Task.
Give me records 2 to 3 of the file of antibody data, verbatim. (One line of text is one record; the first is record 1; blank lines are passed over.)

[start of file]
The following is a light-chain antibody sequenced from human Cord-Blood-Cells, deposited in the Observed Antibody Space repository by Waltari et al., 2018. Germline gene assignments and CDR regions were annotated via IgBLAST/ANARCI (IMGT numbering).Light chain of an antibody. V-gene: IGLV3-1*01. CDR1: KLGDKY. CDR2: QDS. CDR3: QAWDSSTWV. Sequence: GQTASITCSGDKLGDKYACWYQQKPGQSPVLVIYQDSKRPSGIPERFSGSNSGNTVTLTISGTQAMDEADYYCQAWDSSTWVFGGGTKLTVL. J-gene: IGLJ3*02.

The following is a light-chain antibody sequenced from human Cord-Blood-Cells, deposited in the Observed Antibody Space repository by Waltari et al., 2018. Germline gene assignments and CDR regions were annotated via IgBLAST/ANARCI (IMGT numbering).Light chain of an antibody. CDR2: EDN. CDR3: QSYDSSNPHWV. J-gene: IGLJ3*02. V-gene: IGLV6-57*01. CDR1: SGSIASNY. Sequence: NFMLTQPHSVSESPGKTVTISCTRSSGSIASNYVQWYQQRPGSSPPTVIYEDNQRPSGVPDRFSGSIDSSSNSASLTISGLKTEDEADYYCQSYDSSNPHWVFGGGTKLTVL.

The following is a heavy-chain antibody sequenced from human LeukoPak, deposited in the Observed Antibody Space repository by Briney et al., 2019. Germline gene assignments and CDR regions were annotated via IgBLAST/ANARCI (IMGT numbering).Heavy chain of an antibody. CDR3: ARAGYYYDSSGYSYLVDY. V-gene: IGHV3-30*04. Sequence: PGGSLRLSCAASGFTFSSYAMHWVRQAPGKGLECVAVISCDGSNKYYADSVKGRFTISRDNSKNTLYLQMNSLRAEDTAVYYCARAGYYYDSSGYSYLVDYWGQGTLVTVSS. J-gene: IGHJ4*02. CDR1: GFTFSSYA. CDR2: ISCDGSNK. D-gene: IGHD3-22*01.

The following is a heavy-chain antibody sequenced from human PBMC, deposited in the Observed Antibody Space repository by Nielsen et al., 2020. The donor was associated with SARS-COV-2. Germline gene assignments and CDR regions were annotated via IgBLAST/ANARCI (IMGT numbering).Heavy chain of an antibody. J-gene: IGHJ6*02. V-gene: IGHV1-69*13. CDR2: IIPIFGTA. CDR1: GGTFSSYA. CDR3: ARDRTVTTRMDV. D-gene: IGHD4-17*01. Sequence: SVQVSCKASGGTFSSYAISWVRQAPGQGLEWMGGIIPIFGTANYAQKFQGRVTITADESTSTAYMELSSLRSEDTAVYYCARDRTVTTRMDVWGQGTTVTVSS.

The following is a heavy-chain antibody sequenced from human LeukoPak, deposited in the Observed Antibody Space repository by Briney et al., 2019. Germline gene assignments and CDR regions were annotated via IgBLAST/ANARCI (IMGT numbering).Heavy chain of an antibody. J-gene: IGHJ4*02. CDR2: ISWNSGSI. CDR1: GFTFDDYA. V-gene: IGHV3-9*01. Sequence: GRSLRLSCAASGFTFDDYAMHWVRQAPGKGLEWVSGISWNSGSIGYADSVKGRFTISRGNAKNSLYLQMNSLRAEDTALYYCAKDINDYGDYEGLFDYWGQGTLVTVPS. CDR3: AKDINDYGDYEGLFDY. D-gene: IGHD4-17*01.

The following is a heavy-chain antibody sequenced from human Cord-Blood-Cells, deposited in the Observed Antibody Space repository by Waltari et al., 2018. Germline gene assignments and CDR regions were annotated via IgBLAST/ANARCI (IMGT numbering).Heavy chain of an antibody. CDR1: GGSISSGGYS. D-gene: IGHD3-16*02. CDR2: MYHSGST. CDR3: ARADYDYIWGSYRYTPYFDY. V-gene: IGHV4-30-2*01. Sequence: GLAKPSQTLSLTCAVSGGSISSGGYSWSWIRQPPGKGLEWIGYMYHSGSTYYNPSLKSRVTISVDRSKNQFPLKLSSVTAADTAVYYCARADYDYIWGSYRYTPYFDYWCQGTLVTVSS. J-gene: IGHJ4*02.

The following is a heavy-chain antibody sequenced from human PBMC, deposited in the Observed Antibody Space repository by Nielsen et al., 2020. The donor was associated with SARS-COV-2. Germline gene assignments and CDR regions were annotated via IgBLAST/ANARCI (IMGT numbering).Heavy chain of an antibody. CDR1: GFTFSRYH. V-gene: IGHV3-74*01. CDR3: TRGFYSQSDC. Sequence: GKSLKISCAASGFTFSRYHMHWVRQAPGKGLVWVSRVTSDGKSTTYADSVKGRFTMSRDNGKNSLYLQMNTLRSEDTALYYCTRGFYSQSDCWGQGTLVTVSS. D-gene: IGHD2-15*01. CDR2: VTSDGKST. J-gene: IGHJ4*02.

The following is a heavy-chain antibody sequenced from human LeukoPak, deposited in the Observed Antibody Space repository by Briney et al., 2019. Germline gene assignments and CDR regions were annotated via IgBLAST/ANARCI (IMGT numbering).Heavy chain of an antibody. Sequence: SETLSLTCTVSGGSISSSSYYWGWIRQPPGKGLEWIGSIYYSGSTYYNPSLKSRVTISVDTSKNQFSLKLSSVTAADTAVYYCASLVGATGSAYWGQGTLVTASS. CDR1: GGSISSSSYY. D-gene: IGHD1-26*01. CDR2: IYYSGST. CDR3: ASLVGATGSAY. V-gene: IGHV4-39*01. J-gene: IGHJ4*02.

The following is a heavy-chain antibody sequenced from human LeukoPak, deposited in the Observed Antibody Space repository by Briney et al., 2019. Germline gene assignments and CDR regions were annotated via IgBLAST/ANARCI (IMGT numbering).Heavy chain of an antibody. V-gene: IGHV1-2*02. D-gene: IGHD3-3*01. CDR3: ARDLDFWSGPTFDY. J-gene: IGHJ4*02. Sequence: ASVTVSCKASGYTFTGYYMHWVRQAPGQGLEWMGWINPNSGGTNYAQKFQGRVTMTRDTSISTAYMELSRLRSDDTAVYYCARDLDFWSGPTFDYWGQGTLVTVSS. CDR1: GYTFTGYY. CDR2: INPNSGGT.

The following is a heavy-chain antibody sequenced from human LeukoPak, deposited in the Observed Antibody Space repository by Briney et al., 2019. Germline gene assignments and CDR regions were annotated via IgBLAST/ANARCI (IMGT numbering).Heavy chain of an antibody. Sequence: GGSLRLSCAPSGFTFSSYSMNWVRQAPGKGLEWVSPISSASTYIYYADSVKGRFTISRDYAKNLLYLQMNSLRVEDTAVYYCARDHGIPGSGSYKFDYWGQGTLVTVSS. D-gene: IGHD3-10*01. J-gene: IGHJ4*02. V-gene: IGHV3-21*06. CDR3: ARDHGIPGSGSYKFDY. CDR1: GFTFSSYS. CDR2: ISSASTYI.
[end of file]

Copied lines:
The following is a light-chain antibody sequenced from human Cord-Blood-Cells, deposited in the Observed Antibody Space repository by Waltari et al., 2018. Germline gene assignments and CDR regions were annotated via IgBLAST/ANARCI (IMGT numbering).Light chain of an antibody. CDR2: EDN. CDR3: QSYDSSNPHWV. J-gene: IGLJ3*02. V-gene: IGLV6-57*01. CDR1: SGSIASNY. Sequence: NFMLTQPHSVSESPGKTVTISCTRSSGSIASNYVQWYQQRPGSSPPTVIYEDNQRPSGVPDRFSGSIDSSSNSASLTISGLKTEDEADYYCQSYDSSNPHWVFGGGTKLTVL.

The following is a heavy-chain antibody sequenced from human LeukoPak, deposited in the Observed Antibody Space repository by Briney et al., 2019. Germline gene assignments and CDR regions were annotated via IgBLAST/ANARCI (IMGT numbering).Heavy chain of an antibody. CDR3: ARAGYYYDSSGYSYLVDY. V-gene: IGHV3-30*04. Sequence: PGGSLRLSCAASGFTFSSYAMHWVRQAPGKGLECVAVISCDGSNKYYADSVKGRFTISRDNSKNTLYLQMNSLRAEDTAVYYCARAGYYYDSSGYSYLVDYWGQGTLVTVSS. J-gene: IGHJ4*02. CDR1: GFTFSSYA. CDR2: ISCDGSNK. D-gene: IGHD3-22*01.